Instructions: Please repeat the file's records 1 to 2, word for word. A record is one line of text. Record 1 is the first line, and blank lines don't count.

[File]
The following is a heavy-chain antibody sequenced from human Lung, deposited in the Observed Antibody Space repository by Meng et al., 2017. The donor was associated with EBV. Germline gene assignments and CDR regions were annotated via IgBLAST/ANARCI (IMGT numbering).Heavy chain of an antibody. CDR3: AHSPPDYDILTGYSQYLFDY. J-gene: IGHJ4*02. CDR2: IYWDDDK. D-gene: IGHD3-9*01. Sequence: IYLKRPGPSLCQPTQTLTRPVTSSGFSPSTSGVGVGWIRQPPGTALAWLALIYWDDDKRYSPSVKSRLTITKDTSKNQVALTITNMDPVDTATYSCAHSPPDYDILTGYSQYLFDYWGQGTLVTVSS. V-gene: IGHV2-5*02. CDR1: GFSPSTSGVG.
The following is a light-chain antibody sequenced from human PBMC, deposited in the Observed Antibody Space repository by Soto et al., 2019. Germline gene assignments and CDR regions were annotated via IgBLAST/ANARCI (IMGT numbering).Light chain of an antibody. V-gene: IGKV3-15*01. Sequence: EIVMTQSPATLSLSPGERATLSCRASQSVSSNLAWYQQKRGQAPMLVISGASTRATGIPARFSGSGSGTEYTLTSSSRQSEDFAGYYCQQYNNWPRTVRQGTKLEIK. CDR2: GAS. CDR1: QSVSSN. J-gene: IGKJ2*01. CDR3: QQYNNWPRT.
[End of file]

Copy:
The following is a heavy-chain antibody sequenced from human Lung, deposited in the Observed Antibody Space repository by Meng et al., 2017. The donor was associated with EBV. Germline gene assignments and CDR regions were annotated via IgBLAST/ANARCI (IMGT numbering).Heavy chain of an antibody. CDR3: AHSPPDYDILTGYSQYLFDY. J-gene: IGHJ4*02. CDR2: IYWDDDK. D-gene: IGHD3-9*01. Sequence: IYLKRPGPSLCQPTQTLTRPVTSSGFSPSTSGVGVGWIRQPPGTALAWLALIYWDDDKRYSPSVKSRLTITKDTSKNQVALTITNMDPVDTATYSCAHSPPDYDILTGYSQYLFDYWGQGTLVTVSS. V-gene: IGHV2-5*02. CDR1: GFSPSTSGVG.
The following is a light-chain antibody sequenced from human PBMC, deposited in the Observed Antibody Space repository by Soto et al., 2019. Germline gene assignments and CDR regions were annotated via IgBLAST/ANARCI (IMGT numbering).Light chain of an antibody. V-gene: IGKV3-15*01. Sequence: EIVMTQSPATLSLSPGERATLSCRASQSVSSNLAWYQQKRGQAPMLVISGASTRATGIPARFSGSGSGTEYTLTSSSRQSEDFAGYYCQQYNNWPRTVRQGTKLEIK. CDR2: GAS. CDR1: QSVSSN. J-gene: IGKJ2*01. CDR3: QQYNNWPRT.